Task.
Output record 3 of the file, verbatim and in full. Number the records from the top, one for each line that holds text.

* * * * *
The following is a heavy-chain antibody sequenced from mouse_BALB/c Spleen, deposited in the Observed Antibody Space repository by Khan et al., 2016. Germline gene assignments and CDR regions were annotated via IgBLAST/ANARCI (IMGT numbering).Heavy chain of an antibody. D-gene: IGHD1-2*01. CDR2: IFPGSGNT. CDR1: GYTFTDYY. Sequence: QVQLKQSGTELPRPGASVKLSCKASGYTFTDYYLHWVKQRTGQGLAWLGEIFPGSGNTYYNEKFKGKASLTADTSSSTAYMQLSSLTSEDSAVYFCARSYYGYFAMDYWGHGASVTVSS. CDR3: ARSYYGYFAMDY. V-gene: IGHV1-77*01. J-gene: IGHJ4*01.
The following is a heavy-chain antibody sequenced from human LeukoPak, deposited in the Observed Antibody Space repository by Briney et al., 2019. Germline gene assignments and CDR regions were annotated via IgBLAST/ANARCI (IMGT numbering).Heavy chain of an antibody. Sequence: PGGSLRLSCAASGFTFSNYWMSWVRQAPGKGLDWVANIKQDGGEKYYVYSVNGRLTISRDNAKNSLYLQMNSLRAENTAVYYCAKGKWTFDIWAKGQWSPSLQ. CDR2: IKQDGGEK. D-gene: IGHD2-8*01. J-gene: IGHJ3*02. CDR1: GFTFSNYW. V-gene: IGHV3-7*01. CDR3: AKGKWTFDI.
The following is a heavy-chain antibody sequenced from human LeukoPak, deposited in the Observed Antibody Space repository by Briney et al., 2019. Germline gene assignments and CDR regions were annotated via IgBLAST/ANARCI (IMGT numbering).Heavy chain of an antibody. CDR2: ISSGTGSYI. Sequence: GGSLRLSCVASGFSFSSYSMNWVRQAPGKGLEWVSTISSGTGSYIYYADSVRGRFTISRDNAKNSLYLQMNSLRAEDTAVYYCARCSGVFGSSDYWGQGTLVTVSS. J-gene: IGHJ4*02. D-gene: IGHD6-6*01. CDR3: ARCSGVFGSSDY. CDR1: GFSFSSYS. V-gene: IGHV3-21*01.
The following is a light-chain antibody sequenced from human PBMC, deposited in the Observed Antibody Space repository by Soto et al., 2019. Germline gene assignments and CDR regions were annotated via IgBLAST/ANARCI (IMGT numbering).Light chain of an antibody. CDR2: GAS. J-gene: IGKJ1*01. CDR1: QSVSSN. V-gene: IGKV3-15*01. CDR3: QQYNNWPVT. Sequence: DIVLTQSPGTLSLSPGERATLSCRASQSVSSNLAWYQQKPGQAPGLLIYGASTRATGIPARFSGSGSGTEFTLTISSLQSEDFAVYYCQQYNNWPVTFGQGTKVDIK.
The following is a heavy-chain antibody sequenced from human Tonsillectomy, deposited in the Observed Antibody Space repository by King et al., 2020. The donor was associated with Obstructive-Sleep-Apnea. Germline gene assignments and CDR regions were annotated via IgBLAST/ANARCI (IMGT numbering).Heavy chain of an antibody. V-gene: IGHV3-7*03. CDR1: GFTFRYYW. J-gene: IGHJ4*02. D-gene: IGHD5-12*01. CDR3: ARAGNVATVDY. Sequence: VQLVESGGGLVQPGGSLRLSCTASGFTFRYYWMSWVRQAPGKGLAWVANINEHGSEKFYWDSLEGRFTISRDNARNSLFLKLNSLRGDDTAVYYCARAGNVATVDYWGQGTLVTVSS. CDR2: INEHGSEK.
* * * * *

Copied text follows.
The following is a heavy-chain antibody sequenced from human LeukoPak, deposited in the Observed Antibody Space repository by Briney et al., 2019. Germline gene assignments and CDR regions were annotated via IgBLAST/ANARCI (IMGT numbering).Heavy chain of an antibody. CDR2: ISSGTGSYI. Sequence: GGSLRLSCVASGFSFSSYSMNWVRQAPGKGLEWVSTISSGTGSYIYYADSVRGRFTISRDNAKNSLYLQMNSLRAEDTAVYYCARCSGVFGSSDYWGQGTLVTVSS. J-gene: IGHJ4*02. D-gene: IGHD6-6*01. CDR3: ARCSGVFGSSDY. CDR1: GFSFSSYS. V-gene: IGHV3-21*01.